So ironically it seems that pronounced shell-check can in fact be a symptom of very good rowing, as long as it occurs before full compression. I find it interesting that the same observation can be a symptom of either very good technique or poor technique, depending whether this check happens just before or just after full compression. A coach will have to be highly enlightened to tell the difference.

It seems intuitive that the flattest profile possible would be the optimum, but actually the flat profile modelled here is hardly different in any respect from the typical one.

As an extreme case, I modelled a physically impossible situation where all the sliding occurs in the final 0.1 seconds available. In that time, relative shell-rower velocity must climb to over 20 miles per hour (9 m/s) in 0.05 seconds, and back to zero in the next 0.05 seconds! The model also suggests that the force required from the hamstring muscles to produce this will be up to 3,000N (and similar resistance for decelerating the shell - knee joints watch out!), compared to up to 180N in the others, and 30-40J of work, as opposed to 1-2J. Hence, not feasible.
The strategy appears to be superb in terms of CoM travel in the 0.6s, allowing a "run" of nearly 4cm further than the typical profile.
However, it comes at a significant energy cost, which can be partially seen by the significantly reduced CoM velocity at the end of the recovery interval, 8 cm/s slower than the typical case, whereas the more realistic alternative profiles ended up with negligibly different velocities from each other.

What happens if you are at backstops and stationary in the water, and you draw the shell towards you? Without any drag, the CoM will not move and will be perfectly stationary at frontstops. However, in the presence of drag, the model suggests that when you come to a stop, in a "frontstops" position (if you can hold it), the 83kg-man-and-14kg-shell will be very nearly stationary, but not quite, and will have moved a little bit. The CoM will be 0.4cm, 0.7cm & 0.3cm closer to the start line for the typical, early-start and late-start profiles respectively, and will be travelling backwards at a speed of 1.3cm/s, 1.6cm/s & 1.6cm/s . Not sure how useful that is, but interesting nonetheless.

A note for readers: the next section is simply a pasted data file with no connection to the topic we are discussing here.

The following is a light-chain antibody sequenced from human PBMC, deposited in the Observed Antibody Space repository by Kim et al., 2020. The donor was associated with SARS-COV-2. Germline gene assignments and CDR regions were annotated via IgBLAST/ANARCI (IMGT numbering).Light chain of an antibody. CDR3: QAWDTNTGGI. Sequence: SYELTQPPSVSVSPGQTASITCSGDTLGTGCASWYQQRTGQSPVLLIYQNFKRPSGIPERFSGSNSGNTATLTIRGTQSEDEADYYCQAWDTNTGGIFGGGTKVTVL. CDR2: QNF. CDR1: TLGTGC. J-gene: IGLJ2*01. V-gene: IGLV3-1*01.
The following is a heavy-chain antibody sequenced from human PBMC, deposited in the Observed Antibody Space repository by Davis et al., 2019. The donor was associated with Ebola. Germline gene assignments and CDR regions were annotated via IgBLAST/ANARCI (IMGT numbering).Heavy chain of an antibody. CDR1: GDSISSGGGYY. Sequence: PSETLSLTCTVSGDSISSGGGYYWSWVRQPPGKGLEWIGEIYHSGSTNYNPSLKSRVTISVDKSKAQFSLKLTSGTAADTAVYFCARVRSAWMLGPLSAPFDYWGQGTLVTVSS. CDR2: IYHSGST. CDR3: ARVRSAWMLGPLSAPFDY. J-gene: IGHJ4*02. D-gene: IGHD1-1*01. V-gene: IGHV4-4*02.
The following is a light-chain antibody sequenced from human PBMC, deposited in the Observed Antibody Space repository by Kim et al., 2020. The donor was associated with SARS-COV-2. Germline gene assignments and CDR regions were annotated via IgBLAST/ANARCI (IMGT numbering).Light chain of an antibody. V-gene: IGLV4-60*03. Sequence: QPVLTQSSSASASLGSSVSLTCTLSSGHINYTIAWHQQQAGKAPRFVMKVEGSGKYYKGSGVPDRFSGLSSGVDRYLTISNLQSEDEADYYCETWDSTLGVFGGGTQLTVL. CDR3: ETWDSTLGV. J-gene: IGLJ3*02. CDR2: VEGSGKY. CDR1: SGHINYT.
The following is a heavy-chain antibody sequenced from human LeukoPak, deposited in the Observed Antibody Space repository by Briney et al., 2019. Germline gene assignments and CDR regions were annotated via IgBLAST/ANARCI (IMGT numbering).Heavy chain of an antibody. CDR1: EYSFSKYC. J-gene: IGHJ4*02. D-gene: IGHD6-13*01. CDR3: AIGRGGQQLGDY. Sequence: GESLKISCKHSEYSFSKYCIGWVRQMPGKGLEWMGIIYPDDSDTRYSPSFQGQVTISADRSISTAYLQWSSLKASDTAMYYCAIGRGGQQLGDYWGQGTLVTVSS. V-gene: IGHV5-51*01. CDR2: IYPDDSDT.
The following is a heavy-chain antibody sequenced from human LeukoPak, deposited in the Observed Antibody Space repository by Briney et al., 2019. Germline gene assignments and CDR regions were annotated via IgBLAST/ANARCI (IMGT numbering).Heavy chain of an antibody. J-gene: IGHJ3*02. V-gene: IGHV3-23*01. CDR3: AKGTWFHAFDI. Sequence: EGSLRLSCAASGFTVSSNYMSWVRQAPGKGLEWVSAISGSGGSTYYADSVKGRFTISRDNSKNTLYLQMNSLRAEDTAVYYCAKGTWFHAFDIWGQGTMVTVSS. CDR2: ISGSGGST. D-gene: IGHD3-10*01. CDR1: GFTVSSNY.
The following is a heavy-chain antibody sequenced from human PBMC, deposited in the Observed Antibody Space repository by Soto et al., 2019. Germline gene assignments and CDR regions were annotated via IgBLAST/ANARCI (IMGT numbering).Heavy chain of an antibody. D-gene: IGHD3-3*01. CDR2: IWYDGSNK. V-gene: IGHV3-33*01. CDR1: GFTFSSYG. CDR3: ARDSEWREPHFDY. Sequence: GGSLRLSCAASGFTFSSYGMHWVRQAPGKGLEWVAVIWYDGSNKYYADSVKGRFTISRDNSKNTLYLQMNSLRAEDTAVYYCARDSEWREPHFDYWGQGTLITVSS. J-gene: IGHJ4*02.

A more formal presentation of how I have modelled the situation, including the maths, can be found here.

All of this too should be taken alongside my thoughts on sliding technique, which is critical to crew boats.)

The Recovery - Qualitative (how to slide properly)

a crew at the start of the recovery

The terms "sliding", "frontstops" and "backstops" are all misleading and not helpful for a useful understanding of what the recovery is about. These terms implicitly presume the opposite of the point that this article is trying to make, which is that...

Coordinated recovery for a crew is extremely important, far more important I think than many people realise.

Recovery technique is all about the coordination of crewmembers drawing the shell, which is a rigid frame that also happens to double up as the flotation device, back towards themselves. Forget all references to "going up the slide" it’s not what happens. It is very important how the crew visualises the slide-recovery, and how the coach makes reference to it, otherwise trying to adapt or change it won’t make any sense. This is not semantics: in a 4-, the crew’s mass is, say, 340kgs (4 x 85kg). The shell’s mass at FISA minimum will be 50kg, only around 1/7th of the crew’s. The following mental exercises should help to illustrate 1. that you pull the shell towards you, and 2. how destructive it is to execute the recovery badly (i.e. in an uncoordinated way).